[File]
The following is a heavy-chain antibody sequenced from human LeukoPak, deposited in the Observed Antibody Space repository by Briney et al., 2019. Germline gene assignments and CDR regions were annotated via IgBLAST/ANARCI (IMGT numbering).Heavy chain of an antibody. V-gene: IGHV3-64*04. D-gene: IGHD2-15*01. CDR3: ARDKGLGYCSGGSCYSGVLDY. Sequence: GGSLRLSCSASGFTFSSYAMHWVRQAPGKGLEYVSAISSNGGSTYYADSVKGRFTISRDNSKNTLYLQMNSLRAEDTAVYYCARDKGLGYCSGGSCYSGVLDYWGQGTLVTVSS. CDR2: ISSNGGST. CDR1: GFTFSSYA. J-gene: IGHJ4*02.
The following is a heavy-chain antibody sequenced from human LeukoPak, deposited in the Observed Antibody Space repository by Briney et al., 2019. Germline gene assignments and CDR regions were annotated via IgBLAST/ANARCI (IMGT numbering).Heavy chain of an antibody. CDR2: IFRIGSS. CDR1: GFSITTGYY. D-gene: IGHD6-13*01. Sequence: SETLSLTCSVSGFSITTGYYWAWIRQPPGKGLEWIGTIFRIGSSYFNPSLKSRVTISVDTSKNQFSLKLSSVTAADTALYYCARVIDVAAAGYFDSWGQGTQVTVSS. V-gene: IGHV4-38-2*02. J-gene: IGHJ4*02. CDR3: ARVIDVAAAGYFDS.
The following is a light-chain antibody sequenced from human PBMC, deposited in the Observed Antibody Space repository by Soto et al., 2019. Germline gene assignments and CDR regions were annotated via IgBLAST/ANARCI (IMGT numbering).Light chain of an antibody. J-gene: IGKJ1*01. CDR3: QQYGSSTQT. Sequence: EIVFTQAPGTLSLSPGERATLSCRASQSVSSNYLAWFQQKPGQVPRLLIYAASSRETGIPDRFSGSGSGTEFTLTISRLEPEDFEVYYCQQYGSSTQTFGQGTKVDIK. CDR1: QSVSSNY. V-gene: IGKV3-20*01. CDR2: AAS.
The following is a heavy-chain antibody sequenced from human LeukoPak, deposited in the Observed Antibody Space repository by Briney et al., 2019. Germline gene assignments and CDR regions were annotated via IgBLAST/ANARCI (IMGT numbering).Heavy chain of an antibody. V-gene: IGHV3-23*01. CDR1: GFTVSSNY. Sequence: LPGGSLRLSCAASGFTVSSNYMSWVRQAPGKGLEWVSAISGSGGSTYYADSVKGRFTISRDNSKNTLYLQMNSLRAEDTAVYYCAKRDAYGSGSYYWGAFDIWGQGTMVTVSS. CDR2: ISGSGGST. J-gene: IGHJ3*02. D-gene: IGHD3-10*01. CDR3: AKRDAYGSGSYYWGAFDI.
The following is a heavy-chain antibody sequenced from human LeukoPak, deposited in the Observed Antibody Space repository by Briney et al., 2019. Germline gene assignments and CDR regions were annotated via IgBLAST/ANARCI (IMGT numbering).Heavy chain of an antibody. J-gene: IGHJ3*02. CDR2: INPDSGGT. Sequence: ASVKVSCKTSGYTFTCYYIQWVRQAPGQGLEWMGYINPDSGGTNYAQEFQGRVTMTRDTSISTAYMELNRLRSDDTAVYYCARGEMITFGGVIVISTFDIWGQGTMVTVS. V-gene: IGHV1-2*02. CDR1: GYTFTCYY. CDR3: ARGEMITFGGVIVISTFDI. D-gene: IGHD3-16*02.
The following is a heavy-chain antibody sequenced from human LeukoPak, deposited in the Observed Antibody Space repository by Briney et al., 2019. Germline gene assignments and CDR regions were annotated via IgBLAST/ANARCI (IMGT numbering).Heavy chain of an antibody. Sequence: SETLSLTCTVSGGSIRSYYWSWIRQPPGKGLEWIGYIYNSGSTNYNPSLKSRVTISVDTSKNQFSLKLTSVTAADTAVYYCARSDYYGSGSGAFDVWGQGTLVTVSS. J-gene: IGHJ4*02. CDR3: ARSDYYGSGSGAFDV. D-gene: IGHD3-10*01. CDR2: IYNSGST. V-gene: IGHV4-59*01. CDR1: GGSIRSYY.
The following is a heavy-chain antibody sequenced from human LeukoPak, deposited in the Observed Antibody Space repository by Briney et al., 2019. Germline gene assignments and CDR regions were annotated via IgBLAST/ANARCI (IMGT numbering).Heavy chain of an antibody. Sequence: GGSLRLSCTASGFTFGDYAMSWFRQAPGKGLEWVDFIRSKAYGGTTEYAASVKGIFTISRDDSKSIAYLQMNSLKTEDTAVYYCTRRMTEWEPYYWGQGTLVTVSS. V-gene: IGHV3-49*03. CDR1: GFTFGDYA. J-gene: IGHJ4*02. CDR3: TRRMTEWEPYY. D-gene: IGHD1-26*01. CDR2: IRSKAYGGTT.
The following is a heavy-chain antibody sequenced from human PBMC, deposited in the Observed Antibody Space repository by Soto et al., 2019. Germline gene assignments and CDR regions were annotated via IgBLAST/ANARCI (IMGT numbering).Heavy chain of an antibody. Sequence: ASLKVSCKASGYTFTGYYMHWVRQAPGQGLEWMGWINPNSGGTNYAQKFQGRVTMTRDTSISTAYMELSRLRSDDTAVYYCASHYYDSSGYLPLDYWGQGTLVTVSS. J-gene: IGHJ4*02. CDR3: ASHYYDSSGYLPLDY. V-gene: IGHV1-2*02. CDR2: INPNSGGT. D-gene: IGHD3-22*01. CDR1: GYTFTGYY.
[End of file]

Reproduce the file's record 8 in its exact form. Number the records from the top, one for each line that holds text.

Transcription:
The following is a heavy-chain antibody sequenced from human PBMC, deposited in the Observed Antibody Space repository by Soto et al., 2019. Germline gene assignments and CDR regions were annotated via IgBLAST/ANARCI (IMGT numbering).Heavy chain of an antibody. Sequence: ASLKVSCKASGYTFTGYYMHWVRQAPGQGLEWMGWINPNSGGTNYAQKFQGRVTMTRDTSISTAYMELSRLRSDDTAVYYCASHYYDSSGYLPLDYWGQGTLVTVSS. J-gene: IGHJ4*02. CDR3: ASHYYDSSGYLPLDY. V-gene: IGHV1-2*02. CDR2: INPNSGGT. D-gene: IGHD3-22*01. CDR1: GYTFTGYY.